April 6: Blues 4, Blackhawks 1

Despite the embarrassing defeat two nights before, the Blues entered their penultimate game of the season needing three points from two games in order to make the playoffs. Therefore, this final game against the Blackhawks was do-or-die, and the Blues delivered a handy victory.

Ironically, the season series would be bookended by Blues’ hat tricks. This time, the hero was Patrik Berglund, who delivered a goal in the first and two goals in the third to help his team to a 4-1 victory.

On the first, Joel Edmundson took a shot from the point that Berglund deflected in the slot to fool Berube and give the Blues the lead at intermission. Erik Gustafsson equalized eight minutes into the third period, but Berglund responded just 16 seconds later, collecting and depositing a rebound off the stick of Kyle Brodziak. Jaden Schwartz added another tally four minutes later, and Berglund sealed his hat trick with an empty net goal in the closing minutes.

Patrik Berglund
Patrik Berglund (Amy Irvin / The Hockey Writers)

The hat trick would be something of a curtain call for Berglund, who was traded in the offseason. Having played his whole career with the Blues, the “big Swede” left the team as the sixth-ranked player in all-time games played with 694 starts, and this final hat trick would be a fond moment for Blues fans to remember him by. While Berglund’s valiant effort would be enough to give the Blues a victory, the team still fell short of the playoffs by losing their final game to Colorado the next night.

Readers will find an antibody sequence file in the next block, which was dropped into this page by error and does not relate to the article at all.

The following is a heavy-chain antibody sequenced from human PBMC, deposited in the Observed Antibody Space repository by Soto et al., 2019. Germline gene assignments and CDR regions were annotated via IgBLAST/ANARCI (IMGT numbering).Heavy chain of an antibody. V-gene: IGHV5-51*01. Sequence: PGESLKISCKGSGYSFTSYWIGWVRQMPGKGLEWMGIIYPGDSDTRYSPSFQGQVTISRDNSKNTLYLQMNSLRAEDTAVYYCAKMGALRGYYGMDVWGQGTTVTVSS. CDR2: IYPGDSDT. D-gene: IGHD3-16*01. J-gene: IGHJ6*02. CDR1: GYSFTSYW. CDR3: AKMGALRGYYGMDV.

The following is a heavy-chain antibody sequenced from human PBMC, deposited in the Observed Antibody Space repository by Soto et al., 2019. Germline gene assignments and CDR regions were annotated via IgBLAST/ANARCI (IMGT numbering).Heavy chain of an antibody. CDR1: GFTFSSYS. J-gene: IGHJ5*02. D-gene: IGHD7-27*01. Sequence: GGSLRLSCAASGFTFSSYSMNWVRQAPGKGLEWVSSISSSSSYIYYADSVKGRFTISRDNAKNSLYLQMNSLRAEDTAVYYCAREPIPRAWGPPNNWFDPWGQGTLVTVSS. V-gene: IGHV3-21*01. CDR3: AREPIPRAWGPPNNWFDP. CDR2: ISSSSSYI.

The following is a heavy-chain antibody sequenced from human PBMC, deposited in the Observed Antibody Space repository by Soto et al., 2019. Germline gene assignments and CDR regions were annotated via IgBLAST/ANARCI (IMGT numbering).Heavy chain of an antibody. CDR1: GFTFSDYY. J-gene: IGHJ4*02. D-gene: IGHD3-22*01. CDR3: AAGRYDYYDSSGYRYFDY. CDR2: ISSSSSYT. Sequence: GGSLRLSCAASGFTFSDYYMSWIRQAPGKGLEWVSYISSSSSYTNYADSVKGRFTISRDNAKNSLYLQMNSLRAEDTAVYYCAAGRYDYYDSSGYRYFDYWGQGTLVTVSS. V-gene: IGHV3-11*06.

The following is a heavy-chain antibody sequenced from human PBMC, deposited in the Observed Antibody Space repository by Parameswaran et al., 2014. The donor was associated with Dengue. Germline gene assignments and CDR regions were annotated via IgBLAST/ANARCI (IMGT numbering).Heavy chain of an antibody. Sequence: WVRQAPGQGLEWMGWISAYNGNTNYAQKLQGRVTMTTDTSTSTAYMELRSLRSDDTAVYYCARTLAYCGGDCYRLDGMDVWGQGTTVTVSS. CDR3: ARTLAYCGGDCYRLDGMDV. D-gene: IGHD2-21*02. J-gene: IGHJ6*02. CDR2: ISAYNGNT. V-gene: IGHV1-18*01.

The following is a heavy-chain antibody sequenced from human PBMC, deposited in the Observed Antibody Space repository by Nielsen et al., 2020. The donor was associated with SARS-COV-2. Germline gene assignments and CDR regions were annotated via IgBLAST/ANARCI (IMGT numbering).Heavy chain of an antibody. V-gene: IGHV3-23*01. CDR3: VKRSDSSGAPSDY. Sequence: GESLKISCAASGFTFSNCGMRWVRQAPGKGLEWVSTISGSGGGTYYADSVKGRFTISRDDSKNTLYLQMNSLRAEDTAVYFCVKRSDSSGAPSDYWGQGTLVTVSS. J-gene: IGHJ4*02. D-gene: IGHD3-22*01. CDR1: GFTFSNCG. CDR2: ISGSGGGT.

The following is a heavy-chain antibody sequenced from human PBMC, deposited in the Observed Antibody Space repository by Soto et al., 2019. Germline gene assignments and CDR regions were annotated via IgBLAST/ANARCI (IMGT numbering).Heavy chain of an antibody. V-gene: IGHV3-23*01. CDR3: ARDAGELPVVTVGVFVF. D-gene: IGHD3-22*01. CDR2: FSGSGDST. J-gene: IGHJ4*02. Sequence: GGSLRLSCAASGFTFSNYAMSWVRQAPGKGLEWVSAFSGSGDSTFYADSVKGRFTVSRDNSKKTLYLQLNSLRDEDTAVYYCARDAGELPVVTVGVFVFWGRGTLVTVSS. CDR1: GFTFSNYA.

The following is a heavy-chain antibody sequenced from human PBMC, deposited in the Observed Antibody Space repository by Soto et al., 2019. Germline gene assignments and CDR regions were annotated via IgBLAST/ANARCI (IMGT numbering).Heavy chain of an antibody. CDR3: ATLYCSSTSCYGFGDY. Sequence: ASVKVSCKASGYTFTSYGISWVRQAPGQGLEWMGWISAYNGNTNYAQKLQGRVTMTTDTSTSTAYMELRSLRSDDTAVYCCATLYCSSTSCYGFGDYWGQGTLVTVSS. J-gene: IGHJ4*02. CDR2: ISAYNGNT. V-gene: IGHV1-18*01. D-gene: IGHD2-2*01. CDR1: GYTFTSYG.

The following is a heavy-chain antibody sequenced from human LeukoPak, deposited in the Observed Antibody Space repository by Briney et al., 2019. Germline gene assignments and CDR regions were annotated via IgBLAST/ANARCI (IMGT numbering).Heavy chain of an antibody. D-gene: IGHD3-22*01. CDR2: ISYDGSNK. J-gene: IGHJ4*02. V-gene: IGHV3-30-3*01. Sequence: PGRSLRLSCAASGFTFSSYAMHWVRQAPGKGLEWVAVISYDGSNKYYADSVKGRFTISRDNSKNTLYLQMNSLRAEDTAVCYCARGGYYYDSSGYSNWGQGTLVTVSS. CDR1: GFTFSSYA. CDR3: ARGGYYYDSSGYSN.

Season Synopsis

Out of context, any Blues fan would be very pleased with a 3-1-0 performance against the Blackhawks in a season; however, the details of the 2017-18 series are a little less flattering than the record indicates.

Though the Blues were able to win three games, the Blackhawks scored an enormous moral victory by taking the lead late in the third period of the third game, costing the Blues a valuable point that ultimately cost them a playoff berth. Though the Blues enter 2018-19 with bragging rights, they probably carry with them the bitter sting of that missed point, and the consequences that come with it.